Many Penn students will be basking in the Florida sun this Spring Break, and the Quakers on the diamond will be no exception.
Penn baseball kicks off its spring season with nine games against four teams in Jacksonville and Port St. Lucie, from March 5 to March 12. The Red and Blue face North Florida, Valparaiso, St. Bonaventure and Fairfield over the week.
“The nice thing about playing so many games is that we will be able to get guys opportunities at bats. And there should be enough innings to go around,” coach John Yurkow said.
The Quakers have been training all year and are eager to get the season officially started. They have benefited from some warm Philly winter weather lately.
“I think this is a little bit different compared to where we’ve been the last few years. One of the things that’s been different just two weeks leading up is the break that we caught with the weather here in the Northeast,” said Yurkow, whose Quakers went 2-6 during last season’s trip to Florida.
“It has put us ahead of where we typically are, just being able to get outside and scrimmage outside for eight to ten days. So I‘m hoping that that helps us get up to game speed a little quicker than we have in the past.”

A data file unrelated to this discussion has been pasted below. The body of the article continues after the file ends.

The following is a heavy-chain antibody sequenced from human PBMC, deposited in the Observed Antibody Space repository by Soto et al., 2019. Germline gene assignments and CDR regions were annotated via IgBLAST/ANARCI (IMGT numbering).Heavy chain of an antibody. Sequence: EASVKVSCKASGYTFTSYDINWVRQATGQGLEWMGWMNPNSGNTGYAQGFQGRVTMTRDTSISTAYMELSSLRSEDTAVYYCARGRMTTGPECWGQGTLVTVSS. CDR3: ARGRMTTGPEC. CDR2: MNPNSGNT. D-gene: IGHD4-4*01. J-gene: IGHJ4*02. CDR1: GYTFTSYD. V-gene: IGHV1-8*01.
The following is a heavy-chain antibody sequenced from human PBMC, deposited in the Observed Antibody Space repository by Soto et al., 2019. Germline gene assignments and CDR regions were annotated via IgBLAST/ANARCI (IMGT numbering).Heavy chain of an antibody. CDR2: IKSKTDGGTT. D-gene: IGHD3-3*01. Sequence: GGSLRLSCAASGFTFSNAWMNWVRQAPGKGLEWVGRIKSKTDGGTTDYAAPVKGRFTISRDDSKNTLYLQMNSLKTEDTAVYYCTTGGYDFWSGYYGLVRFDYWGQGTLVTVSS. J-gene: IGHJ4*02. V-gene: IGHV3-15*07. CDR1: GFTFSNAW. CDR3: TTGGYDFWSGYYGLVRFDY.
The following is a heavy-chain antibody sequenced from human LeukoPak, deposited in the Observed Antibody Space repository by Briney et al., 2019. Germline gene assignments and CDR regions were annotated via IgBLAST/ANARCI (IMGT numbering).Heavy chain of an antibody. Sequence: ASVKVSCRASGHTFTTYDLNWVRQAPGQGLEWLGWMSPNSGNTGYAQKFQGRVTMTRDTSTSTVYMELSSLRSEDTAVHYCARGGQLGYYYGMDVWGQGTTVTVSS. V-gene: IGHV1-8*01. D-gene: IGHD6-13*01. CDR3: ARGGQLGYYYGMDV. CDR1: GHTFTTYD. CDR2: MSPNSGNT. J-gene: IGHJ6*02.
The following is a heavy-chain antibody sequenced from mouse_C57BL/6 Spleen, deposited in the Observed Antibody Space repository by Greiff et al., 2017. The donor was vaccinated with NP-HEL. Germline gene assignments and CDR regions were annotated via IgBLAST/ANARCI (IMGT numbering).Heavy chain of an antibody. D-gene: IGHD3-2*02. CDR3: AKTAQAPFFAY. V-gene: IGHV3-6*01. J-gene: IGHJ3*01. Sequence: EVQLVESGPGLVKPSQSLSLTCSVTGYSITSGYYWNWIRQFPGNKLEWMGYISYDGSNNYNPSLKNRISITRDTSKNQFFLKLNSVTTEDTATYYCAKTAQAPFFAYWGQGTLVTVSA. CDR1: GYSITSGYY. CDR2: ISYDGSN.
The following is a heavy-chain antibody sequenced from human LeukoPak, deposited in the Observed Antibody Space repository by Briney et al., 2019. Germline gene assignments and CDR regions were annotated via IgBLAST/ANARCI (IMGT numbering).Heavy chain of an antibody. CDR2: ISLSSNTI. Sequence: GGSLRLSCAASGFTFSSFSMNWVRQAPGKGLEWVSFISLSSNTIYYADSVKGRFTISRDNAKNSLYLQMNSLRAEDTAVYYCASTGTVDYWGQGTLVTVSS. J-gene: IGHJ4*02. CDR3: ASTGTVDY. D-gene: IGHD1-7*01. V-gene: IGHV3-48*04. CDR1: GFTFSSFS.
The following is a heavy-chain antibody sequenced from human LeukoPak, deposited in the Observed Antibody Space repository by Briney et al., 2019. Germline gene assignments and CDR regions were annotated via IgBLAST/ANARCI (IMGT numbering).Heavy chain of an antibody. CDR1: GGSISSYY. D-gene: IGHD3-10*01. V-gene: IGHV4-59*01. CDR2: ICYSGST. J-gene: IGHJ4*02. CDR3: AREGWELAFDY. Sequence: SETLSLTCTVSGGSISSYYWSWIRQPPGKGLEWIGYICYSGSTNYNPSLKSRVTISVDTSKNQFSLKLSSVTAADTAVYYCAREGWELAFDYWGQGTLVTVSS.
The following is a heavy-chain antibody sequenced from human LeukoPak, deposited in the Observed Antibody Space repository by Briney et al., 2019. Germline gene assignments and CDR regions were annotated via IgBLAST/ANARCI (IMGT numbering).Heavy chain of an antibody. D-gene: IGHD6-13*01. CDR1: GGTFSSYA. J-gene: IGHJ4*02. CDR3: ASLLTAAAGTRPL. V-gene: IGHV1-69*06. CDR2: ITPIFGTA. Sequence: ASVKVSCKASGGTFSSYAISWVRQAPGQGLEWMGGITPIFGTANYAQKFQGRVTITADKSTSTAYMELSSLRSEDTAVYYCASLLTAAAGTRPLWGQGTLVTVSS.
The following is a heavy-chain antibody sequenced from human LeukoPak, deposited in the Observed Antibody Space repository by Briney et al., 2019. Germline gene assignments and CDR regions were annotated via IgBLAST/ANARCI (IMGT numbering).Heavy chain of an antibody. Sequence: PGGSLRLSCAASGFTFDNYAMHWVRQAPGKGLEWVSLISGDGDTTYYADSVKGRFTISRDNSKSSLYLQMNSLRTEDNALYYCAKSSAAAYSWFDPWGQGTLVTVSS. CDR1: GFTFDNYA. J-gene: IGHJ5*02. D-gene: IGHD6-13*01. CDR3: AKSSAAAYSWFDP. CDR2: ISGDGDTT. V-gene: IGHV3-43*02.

Penn has a long road of non-conference games ahead before its first Ivy League competition on April 1 against Dartmouth at home.
Last season, the Quakers finished 19-22 (10-10 Ivy), three games behind Princeton for the Lou Gehrig Division title — the team’s third consecutive second-place finish. As such, the Red and Blue are determined not to suffer the same agonizing fate yet again.
“We are more experienced, and I see a pretty big jump in guys from the sophomores this year, as far as just like their approach to the game in general,” the fourth-year head coach said. “It’s a lot more mature, a lot more advanced as far as their approach to the plate, which should help us cut down on our strikeouts, which was a point of emphasis coming into the season.”
Penn will rely on the leadership of its two senior captains, catcher Tim Graul and pitcher Mike Reitcheck. As the first unanimous Ivy League Player of the Year since 2009, Graul led the Ivy League in hits, doubles, home runs and RBIs last year. Reitcheck, a two-time All-Ivy selection, finished ninth in Ivy League ERA last season at 3.96.
“They are both good kids, both very mature. We are fortunate that we have Timmy for the pitchers and Mike for the positions players,” Yurkow said. “I think the other thing is that we have five senior pitchers this year too. They know how to get things done. They know how to prepare. It’s been kind of fun watching the young guys latch on to the older guys’ ways of doing things.”
If the team’s stacked senior class and its rising young talent can mesh as well as anticipated, the Quakers just might be ready to finally break that elusive title drought.
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